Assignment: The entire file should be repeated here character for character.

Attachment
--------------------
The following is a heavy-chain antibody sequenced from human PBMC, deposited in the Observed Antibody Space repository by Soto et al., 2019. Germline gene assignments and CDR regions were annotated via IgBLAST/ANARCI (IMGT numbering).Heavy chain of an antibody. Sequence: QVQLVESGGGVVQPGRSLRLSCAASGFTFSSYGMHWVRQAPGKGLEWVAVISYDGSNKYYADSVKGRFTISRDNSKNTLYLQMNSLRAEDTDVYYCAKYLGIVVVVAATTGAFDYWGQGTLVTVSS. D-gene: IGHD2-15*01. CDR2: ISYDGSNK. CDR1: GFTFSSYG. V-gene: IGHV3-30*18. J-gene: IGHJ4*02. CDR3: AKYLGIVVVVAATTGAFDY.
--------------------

The following is a heavy-chain antibody sequenced from human PBMC, deposited in the Observed Antibody Space repository by Soto et al., 2019. Germline gene assignments and CDR regions were annotated via IgBLAST/ANARCI (IMGT numbering).Heavy chain of an antibody. Sequence: QVQLVESGGGVVQPGRSLRLSCAASGFTFSSYGMHWVRQAPGKGLEWVAVISYDGSNKYYADSVKGRFTISRDNSKNTLYLQMNSLRAEDTDVYYCAKYLGIVVVVAATTGAFDYWGQGTLVTVSS. D-gene: IGHD2-15*01. CDR2: ISYDGSNK. CDR1: GFTFSSYG. V-gene: IGHV3-30*18. J-gene: IGHJ4*02. CDR3: AKYLGIVVVVAATTGAFDY.